The Law Society has launched a new advertising campaign – ‘Don’t get mugged by an insurer - use a solicitor’ – to highlight that injury victims should obtain independent legal advice on the value of their claim before accepting offers made by insurers.
The practice of ‘third party capture’ has developed in recent years as insurers try to avoid incurring the legal fees of those injured by their policyholders. In a number of cases, when the insurer’s policy holder reports an accident for which they are at fault, the insurer contacts the injured third party and offers to deal with their claim directly before they instruct their own solicitors.
According to the Law Society, research obtained from the Financial Services Authority under a freedom of information challenge revealed that personal injury claimants who turned down an insurer’s initial offer, and took legal advice from a solicitor, went on to receive three times more compensation on average.
Philippa Luscombe, head of Penningtons' specialist personal injury team, said: “We have been approached by a number of individuals over the last few years who have either quickly settled a claim directly with insurers and then found that their injuries turned out to be more serious than they thought, or have been made an offer by insurers and don’t know how to assess it.
"Whilst in some cases insurers take a sensible approach, and in fact will tell the injured party to get independent advice on the offer made, others rush the injured party into a settlement, portraying it as the ‘normal’ way of doing things. In our experience of being consulted to advise on offers like this, most have been made on limited evidence; then after full investigation of the injuries and their effects, settlement has been achieved at a higher level. However, there is little that can be done to help someone who has already settled their claim. It is worrying to think how many people are unknowingly under-settling their cases through this route.”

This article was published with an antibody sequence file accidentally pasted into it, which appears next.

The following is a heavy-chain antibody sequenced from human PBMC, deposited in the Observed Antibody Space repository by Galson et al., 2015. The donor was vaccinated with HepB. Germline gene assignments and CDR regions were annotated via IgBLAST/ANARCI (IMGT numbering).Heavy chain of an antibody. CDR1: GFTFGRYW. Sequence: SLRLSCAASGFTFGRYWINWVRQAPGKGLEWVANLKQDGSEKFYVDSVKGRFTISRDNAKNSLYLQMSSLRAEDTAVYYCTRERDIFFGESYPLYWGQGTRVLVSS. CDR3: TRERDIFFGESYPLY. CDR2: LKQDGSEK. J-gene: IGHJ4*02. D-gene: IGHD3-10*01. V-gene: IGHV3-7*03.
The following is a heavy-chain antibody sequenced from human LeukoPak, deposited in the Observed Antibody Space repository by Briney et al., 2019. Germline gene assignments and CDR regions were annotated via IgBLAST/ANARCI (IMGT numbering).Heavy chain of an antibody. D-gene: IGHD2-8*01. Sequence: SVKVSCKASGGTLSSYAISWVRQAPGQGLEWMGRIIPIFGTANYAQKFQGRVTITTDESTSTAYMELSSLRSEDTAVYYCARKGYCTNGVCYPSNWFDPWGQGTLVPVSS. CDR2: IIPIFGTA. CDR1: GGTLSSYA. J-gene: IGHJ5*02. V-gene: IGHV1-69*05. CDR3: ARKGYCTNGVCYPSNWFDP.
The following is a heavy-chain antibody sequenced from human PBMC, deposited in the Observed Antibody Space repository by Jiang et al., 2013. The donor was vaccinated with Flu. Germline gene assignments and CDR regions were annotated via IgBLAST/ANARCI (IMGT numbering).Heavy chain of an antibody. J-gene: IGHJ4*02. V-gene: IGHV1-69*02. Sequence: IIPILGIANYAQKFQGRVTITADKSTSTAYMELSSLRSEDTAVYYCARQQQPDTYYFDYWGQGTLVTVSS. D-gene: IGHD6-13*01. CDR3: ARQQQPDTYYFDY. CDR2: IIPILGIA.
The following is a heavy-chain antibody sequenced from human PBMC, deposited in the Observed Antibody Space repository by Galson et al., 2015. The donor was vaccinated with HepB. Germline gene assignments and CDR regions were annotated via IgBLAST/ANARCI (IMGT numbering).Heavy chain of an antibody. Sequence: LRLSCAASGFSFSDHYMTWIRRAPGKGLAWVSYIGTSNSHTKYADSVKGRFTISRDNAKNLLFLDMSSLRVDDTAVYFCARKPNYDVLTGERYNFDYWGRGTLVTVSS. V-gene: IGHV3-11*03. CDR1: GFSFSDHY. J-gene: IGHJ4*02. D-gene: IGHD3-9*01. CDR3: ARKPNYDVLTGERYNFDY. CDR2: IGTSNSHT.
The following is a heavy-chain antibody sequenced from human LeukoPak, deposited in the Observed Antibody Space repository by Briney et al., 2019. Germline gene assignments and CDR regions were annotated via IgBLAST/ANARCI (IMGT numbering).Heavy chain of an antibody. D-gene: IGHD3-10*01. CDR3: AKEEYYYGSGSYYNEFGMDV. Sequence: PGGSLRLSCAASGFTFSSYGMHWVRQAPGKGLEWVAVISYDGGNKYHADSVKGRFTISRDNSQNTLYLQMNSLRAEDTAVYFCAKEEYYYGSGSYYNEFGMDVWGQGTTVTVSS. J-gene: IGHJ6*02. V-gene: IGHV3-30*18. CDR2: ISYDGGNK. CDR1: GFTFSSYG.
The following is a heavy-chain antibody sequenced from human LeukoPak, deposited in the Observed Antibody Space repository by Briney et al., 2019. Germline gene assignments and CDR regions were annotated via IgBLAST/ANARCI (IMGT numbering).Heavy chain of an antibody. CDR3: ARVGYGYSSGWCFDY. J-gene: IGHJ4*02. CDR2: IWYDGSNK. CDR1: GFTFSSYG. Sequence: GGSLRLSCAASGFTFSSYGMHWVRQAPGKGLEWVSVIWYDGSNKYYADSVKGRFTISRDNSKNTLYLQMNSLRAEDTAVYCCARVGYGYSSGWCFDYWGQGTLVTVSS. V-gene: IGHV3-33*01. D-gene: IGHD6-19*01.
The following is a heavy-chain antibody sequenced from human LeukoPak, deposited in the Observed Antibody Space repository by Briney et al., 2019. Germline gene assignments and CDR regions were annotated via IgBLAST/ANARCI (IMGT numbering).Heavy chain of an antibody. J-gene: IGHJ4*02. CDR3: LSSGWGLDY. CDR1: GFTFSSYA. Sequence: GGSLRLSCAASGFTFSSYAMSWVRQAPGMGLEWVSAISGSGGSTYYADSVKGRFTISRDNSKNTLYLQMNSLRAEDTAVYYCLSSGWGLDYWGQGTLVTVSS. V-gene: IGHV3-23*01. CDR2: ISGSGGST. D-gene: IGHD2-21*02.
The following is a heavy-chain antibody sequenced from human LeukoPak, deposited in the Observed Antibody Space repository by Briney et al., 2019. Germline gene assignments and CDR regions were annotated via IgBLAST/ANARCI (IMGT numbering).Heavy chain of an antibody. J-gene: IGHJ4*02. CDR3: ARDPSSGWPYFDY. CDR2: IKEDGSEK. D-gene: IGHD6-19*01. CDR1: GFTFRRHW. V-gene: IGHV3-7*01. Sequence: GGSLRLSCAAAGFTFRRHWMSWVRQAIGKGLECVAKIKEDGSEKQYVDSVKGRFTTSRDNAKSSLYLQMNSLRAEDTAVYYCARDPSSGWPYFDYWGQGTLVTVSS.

Costs of personal injury claims are a hot topic and most agree that they need to be kept under control. “However,” says Philippa, “there is no excuse for insurers trying to cut costs in a way that is simply aimed at paying an injured party the lowest sum that they will accept, knowing that in many cases this will be an under-settlement.”
The importance of individuals getting independent specialist legal advice is the message put forward by the Law Society and it is hoped that it will result in a better understanding of this practice and the options open to injured claimants.